Andreas Rauber is Associate Professor at the Department of Software Technology and Interactive Systems at the Vienna University of Technology. He is involved in several research projects in the field of Digital Libraries, focusing on the organization and exploration of large information spaces, as well as Web archiving and digital preservation. His research interests cover the broad scope of digital libraries, including specifically text and music information retrieval and organization, information visualization, as well as data analysis and neural computation. He has been involved in numerous initiatives in the area of digital preservation (DELOS, DPE, Planets, SCAPE, TIMBUS, APARSEN). He has been lecturing extensively on this subject at different universities, as part of the DELOS and nestor summerschools on digital preservation, as well as during a range of training events on digital preservation.
Rudolf Mayer is a researcher at Secure Business Austria, as well as the Department of Software Technology and Interactive Systems at the Vienna University of Technology. His research interest cover digital preservation, specifically the preservation of processes, information retrieval (specifically on text documents and music), data analysis and machine learning. He has many years of lecturing experience in these subjects. He has been involved in the DELOS and PLANETS projects, and currently works on digital preservation aspects in the FP7 projects APARSEN and TIMBUS.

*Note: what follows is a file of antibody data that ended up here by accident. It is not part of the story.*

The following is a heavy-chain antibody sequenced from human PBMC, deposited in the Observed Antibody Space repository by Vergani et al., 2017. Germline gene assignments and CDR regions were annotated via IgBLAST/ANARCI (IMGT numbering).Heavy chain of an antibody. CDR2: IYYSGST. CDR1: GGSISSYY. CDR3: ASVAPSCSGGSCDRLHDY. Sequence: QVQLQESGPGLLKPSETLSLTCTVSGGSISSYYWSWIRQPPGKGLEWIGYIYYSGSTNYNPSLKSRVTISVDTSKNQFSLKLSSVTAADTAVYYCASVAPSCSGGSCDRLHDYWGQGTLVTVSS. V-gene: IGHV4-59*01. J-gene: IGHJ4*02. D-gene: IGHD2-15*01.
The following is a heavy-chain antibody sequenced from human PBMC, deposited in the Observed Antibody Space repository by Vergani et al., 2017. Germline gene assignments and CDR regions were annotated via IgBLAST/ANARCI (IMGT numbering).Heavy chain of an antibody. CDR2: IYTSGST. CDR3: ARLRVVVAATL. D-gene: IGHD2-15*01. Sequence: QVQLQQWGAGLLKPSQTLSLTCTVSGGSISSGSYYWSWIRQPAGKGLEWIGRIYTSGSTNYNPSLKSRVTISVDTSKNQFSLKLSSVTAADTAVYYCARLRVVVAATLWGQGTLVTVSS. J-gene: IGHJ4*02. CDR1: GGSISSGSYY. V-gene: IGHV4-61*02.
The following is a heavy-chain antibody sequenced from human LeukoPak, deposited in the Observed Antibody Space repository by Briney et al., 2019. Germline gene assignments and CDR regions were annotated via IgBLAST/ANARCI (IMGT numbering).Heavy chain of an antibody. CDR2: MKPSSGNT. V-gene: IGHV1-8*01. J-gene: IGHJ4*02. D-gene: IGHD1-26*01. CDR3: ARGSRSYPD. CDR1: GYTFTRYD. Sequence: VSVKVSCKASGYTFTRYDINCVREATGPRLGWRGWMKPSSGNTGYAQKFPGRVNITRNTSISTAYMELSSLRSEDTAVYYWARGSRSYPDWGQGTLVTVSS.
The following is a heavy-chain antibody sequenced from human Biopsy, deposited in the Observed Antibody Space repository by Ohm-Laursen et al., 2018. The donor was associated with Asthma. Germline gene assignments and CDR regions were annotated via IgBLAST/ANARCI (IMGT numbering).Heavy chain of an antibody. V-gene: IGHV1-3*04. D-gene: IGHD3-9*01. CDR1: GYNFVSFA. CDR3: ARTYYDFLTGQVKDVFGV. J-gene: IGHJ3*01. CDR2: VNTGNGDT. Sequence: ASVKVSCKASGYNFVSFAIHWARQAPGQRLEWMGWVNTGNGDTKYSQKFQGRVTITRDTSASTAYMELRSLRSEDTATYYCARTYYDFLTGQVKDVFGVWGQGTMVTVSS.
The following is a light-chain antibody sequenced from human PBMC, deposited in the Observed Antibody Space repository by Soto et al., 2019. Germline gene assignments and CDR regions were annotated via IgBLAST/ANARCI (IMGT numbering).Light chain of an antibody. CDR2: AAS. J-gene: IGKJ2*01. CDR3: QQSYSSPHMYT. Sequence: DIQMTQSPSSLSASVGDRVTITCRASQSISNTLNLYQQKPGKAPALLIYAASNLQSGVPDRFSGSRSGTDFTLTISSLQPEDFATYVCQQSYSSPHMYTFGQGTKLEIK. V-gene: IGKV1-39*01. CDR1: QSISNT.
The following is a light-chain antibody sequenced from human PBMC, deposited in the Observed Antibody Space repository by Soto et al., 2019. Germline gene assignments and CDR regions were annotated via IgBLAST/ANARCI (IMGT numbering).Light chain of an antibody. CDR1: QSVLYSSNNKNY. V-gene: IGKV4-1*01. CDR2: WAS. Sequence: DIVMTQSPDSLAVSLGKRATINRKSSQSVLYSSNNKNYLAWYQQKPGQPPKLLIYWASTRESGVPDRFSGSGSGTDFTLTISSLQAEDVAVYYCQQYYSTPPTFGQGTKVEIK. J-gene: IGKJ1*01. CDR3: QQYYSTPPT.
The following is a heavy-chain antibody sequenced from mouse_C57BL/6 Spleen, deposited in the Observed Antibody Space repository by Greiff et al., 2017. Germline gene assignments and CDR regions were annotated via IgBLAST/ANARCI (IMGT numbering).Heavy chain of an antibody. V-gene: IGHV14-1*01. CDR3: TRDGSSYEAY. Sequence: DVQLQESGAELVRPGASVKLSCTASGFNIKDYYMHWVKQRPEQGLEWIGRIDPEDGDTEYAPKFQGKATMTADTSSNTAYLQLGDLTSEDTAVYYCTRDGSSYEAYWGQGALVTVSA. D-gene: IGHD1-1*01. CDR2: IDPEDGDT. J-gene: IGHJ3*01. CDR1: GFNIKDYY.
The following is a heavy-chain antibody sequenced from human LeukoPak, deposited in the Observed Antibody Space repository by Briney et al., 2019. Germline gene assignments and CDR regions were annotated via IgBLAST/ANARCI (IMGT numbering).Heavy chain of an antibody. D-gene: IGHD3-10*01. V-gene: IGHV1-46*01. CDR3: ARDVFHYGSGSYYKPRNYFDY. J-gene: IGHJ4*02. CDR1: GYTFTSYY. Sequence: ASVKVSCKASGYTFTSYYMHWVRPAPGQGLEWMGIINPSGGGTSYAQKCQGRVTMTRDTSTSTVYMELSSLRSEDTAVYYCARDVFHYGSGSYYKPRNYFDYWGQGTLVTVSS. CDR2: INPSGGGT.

Stefan Pröll is researcher at SBA Research. His primary research focus lies on digital preservation, especially on security aspects of digital archives, including authenticity and provenance of digital objects. Further areas of interest are databases and data citation. Currently he is working on FP7 projects APARSEN and TIMBUS focusing on security and provenance related topics. Before he joined SBA in April 2011, he was working in international organizations in the area of Web development, Linux server and database administration.
Raul Palma is a researcher at Poznan Supercomputing and Networking Center (PSNC). His research interests cover digital preservation, particularly of scientific methods, provenance and evolution of digital artefacts, ontology engineering and distributed technologies. He has participated in several EU projects, including the Network of Excellence Knowledge Web, NeOn, e-Lico and WF4Ever. He has many years of lecturing experience in related topics, both at the university and private institutions. He has authored or co-authored several vocabularies and ontologies, such as the Research Object evolution Ontology, Ontology Metadata Vocabulary (OMV) and different extensions for describing ontologies and related resources, models for collaborative ontology construction and digital multimedia repositories.
Daniel Garijo is a research in the Ontology Engineering Group at the Universidad Politecnica de Madrid. His research activities focus on e-Science and the Semantic Web, specifically on how to increase the understandability of scientific workflows using provenance and metadata. He is a member of the W3C Provenance Working Group, and is currently part of the Wf4Ever project.